Brilliant flashes of blue-white light, in some areas accompanied by rumbling, startled Southeast residents this morning.
Reports of the phenomenon came into Canadian Customs and Whitehorse and Haines and both Juneau Police and Skagway Police. Juneau witnesses likened it to ``when a transformer blows'' or ``blasts of lightning'' - two or three distinct flashes, occurring one or two seconds apart.
Today's event may be related to the fireball seen shortly before 3 a.m., Jan. 12 in Juneau. Greg Durocher of the Earth Science Information Center in Anchorage theorized that the Jan. 12 phenomenon stemmed from the Quadrantids, an annual meteor shower that peaks in early January.
What Juneau saw today, Durocher said, was ``definitely a meteor.''
``It's too late for the Quadrantids,'' Durocher said, ``so it was just one of the strays that wander through the solar system. We are continually bombarded with rice- or sand-size grains. Every once in a while, a large one comes in. If it is the size of a basketball or bigger, you would hear the sonic boom.''
The flashes occurred about 7:45 a.m., said Juneau Police Lt. Walt Boman.
``There were three bright flashes in the sky,'' Boman said. ``Several people saw them, including some of the people who work here.''
Witnesses in Skagway had the impression that the phenomenon came from the north, toward Whitehorse.
``I didn't see the lights; I heard noises - which apparently happened at the same time,'' said maintenance man Scott Logan of Skagway.
``They were quite lengthy rumbling. I thought it was my dogs fighting on my deck. I work at home, and an employee sitting next to me remarked on all the noise the dogs were making,'' Logan said.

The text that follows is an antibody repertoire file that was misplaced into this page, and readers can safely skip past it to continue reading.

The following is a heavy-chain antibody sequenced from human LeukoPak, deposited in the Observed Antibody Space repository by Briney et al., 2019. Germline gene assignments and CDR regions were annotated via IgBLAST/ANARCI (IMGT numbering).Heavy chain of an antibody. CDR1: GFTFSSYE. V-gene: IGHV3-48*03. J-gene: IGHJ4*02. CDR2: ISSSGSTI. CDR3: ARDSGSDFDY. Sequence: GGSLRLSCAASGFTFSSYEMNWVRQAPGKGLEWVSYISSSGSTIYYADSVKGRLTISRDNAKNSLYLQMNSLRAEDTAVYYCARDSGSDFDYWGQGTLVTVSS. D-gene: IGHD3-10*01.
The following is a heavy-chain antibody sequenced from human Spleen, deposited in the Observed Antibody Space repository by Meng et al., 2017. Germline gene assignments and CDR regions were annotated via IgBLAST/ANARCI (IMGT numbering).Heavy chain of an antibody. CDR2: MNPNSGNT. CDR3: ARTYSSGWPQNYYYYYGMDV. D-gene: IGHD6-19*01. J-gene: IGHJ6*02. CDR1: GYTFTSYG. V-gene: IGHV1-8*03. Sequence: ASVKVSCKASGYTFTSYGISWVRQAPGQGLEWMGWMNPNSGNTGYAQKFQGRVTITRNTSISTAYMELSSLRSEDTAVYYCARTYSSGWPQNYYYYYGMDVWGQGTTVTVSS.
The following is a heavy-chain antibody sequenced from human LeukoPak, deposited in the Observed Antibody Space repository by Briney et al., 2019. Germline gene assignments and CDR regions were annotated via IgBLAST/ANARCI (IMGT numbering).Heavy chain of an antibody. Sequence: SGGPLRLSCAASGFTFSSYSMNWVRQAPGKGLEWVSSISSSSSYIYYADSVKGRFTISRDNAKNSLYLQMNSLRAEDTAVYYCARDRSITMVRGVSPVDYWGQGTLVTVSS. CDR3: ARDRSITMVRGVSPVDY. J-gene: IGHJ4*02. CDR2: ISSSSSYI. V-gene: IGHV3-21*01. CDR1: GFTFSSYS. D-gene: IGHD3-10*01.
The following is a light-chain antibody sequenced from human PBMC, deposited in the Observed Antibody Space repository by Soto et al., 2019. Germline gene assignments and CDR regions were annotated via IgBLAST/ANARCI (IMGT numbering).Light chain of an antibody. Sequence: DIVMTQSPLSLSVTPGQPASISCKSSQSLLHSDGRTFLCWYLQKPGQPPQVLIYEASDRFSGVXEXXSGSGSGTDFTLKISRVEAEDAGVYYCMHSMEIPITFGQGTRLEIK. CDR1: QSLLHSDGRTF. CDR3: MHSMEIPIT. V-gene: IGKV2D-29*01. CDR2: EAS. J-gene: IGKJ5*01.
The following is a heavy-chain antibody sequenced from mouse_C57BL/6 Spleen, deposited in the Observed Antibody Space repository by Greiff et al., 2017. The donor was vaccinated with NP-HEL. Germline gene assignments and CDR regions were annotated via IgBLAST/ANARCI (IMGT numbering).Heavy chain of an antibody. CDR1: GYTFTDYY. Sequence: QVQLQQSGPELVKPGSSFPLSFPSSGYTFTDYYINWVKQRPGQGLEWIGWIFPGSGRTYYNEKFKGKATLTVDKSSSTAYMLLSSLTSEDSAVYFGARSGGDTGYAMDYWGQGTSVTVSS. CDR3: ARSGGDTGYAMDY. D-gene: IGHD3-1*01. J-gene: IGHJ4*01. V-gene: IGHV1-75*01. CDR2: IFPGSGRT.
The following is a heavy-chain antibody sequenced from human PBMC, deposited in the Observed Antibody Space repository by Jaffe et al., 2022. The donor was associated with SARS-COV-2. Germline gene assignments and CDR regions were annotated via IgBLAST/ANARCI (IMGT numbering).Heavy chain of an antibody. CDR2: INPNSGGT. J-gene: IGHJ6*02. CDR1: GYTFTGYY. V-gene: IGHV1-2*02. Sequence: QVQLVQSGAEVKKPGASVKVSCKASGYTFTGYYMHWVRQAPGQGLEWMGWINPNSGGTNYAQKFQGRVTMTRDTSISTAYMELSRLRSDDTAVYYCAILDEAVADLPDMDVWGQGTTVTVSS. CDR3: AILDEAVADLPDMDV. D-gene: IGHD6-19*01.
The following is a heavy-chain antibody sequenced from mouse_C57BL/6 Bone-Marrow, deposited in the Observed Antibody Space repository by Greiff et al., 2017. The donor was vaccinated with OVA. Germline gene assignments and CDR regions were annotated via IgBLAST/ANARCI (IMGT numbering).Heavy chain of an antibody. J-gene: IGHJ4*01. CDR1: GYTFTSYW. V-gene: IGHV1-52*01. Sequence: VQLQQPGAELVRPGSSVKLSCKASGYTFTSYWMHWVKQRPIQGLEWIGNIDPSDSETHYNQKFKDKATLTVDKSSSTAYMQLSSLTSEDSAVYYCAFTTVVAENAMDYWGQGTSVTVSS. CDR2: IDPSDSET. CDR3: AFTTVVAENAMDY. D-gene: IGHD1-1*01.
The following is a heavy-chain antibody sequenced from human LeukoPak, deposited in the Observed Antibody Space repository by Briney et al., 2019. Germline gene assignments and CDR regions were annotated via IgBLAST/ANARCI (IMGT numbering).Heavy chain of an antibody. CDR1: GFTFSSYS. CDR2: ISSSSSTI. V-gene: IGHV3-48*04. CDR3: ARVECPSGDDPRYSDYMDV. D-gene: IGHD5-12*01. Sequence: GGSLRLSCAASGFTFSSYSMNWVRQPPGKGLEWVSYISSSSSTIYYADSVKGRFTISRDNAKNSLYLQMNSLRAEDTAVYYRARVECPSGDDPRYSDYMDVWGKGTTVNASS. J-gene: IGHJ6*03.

``Almost instantly my phone rang, and a friend from Dyee (seven miles away) said, `Did anything weird just happen?' And I said, `Nothing but a whole bunch of noise.' To him, it seemed like it became daylight suddenly.''
Scott Guenther, communications supervisor with the Alaska State Troopers, was driving to work, near Floyd Dryden Middle School, when he saw the lights.
``It was three bright flashes that lit up everything. It seemed to be directly overhead.''
When Guenther reached his office, he had three calls from Haines about the phenomenon.
KHNS Radio in Haines received more than 20 calls by 9:30 this morning - 10 of them within 10 minutes of the flash, said Amanda Stossel, news host of KHNS Radio in Haines.
One of those calls came from Mike Kinison, 46, a surveyor who lives at Mosquito Lake, 30 miles from Haines.
``My best guess would be a meteor,'' Kinison said. ``I had just stepped off my porch. There were no (city) lights around. It looked like somebody turned a bunch of floodlights on in the yard, and of course I looked up.
``It appeared to be a shooting star streaking west to east. It had a real bright light at its head, and what seemed to be flames immediately behind, and then half-a-mile-long trail of orange smoke,'' he said. He viewed the phenomenon clearly for five to 10 seconds, he said.
About 10 minutes later, noise came - reverberating off the mountains around Mosquito Lake. ``My wife and I felt an explosion and the house shook,'' Kinison said.
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